Saturday, March 15, 2008

Beached White-sided dolphin meets sad fate!

Rescue efforts by marine life experts and police failed to save a stranded white-sided dolphin off Seaside Park Sunday.

The female dolphin, held in the frigid waters by Sandi Schaefer, a staffer from the Maritime Aquarium at Norwalk, and police divers for nearly three hours, died about 15 minutes before a rescue crew from Mystic Aquarium & Institute for Exploration could arrive.

"The cause of death could have been anything," Schaefer said Monday. She got a call about 3:45 p.m. Sunday that a dolphin had been spotted in the water off Bridgeport.

Schaefer left a message with Mystic's line to report stranded sea life and notified Bridgeport police. Initial reports were that the female dolphin had beached itself, but had been pushed back into the water by a passer-by.

Schaefer was called to the scene at 5:15 p.m. when a marine patrol found the sea mammal about 100 to 150 feet off shore.

Schaefer hurried to the scene and found the dolphin in poor condition.

"Out of the water, the pressure on the body can cause severe injury to the animal. We moved the animal back into the water and remained with the animal, keeping it upright so it wouldn't drown," she said.

Meanwhile, Mystic had dispatched Cindy Davis, an assistant in its program to rescue stranded sea life, to the scene.

Schaefer said there were quite a few onlookers at Seaside when the rescue effort began. The crowd thinned out considerably as night fell.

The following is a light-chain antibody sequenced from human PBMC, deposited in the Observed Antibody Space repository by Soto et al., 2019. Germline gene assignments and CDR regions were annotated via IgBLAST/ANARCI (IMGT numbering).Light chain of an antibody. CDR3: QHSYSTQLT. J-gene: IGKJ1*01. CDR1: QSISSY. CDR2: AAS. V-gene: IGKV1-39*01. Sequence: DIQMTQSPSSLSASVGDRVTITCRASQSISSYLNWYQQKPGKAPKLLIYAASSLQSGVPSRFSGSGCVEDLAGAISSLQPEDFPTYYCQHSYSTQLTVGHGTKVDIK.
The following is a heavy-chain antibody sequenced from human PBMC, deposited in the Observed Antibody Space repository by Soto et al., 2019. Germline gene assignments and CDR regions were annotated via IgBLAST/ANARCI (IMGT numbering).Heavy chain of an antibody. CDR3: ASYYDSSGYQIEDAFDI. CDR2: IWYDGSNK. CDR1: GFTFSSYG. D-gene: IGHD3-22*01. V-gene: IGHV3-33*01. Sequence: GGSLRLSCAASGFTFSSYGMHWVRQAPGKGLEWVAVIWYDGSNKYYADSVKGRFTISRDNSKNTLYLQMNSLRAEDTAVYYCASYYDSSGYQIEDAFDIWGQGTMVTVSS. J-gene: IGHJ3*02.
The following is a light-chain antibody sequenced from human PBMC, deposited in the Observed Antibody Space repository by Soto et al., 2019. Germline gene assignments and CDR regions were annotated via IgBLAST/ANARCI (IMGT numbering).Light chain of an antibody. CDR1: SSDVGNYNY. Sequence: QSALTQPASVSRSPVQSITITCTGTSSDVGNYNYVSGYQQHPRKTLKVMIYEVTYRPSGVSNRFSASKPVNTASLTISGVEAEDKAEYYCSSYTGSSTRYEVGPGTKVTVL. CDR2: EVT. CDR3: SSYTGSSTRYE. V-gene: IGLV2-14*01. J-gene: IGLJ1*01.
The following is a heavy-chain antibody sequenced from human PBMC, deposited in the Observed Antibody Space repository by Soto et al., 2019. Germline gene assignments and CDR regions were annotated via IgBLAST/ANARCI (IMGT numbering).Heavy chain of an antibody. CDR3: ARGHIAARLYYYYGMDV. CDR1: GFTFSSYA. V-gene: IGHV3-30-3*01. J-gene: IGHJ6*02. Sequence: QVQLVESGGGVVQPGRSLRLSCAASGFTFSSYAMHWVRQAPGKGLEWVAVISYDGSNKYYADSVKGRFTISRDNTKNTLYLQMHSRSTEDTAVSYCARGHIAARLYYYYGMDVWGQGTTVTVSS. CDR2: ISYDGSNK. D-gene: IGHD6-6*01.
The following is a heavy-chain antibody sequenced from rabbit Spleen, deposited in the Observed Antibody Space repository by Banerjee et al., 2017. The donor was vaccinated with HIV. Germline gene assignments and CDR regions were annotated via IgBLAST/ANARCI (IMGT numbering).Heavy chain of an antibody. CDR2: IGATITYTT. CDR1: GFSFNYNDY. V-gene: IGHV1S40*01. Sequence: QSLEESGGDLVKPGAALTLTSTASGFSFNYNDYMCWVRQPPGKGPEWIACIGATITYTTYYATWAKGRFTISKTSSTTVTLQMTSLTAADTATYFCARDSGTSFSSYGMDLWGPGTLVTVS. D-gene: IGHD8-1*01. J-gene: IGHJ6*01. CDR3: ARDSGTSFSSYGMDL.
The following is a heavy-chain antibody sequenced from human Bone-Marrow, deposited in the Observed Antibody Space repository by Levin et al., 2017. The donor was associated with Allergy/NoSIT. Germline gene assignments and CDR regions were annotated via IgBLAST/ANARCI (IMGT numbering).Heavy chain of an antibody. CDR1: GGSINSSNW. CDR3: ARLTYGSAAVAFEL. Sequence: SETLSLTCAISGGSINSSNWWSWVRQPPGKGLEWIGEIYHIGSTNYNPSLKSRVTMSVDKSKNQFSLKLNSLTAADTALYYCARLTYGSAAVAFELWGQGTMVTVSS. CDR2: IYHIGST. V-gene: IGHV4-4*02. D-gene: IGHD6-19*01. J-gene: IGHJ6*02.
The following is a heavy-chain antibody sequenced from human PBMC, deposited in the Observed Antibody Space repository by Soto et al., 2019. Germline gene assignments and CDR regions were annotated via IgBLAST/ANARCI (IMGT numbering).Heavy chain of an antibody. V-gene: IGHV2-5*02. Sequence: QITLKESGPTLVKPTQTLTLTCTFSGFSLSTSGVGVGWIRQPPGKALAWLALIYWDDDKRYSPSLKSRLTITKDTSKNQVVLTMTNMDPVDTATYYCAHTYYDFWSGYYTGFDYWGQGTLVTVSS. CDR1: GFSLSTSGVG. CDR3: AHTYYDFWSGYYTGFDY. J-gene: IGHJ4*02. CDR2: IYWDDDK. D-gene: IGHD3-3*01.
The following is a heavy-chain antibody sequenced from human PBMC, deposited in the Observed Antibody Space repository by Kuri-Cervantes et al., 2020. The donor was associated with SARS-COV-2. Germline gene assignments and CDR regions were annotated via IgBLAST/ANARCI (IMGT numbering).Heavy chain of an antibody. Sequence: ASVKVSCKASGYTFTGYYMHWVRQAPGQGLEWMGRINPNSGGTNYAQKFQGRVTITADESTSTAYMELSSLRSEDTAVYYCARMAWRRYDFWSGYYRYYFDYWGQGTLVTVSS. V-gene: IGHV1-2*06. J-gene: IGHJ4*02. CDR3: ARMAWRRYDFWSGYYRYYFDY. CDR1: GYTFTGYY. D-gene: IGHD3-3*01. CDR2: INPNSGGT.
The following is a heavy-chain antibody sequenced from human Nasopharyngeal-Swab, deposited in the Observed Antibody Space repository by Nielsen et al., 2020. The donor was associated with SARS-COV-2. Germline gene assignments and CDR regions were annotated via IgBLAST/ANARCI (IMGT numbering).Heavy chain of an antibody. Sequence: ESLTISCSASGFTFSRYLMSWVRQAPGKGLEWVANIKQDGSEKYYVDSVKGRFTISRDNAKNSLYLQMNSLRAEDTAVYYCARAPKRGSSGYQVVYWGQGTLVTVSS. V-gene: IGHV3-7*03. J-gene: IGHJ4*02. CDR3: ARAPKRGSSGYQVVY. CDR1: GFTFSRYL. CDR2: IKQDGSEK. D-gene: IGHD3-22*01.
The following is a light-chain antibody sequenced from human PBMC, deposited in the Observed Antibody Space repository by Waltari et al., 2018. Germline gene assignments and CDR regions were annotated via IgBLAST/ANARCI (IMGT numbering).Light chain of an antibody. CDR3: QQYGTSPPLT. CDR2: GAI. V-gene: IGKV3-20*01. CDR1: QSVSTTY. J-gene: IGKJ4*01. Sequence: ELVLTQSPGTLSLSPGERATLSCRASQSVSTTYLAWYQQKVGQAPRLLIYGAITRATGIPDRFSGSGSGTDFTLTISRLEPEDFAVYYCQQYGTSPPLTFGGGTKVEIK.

One onlooker was Jessica

Hernandez, 27, of Bridgeport. A photography student at the Academy of Art University, an online school based in San Francisco, Hernandez was driving around with her mother, looking to photograph "a memorable image" to fulfill a midterm assignment due this week.

"We decided to go down to Seaside and saw all these police cars. Everyone was looking in the water. It was low tide," said Hernandez.

She grabbed her camera, walked out on the sandbar to get close-up shots. She didn't learn until Monday that the dolphin didn't make it.

Schaefer said the dolphin, about 5 feet long, had an injury to its dorsal fin but not significant enough to kill the creature.

Tim Grey, a spokesman at Mystic, praised the rescue efforts. He said a necropsy of the dolphin was under way Monday at Mystic.

He said it is much more common for harbor seals to get stranded, but that a beached dolphin is not unheard of. One was found two weeks ago off Rhode Island, he said.

Quick "Facts about Dolphins"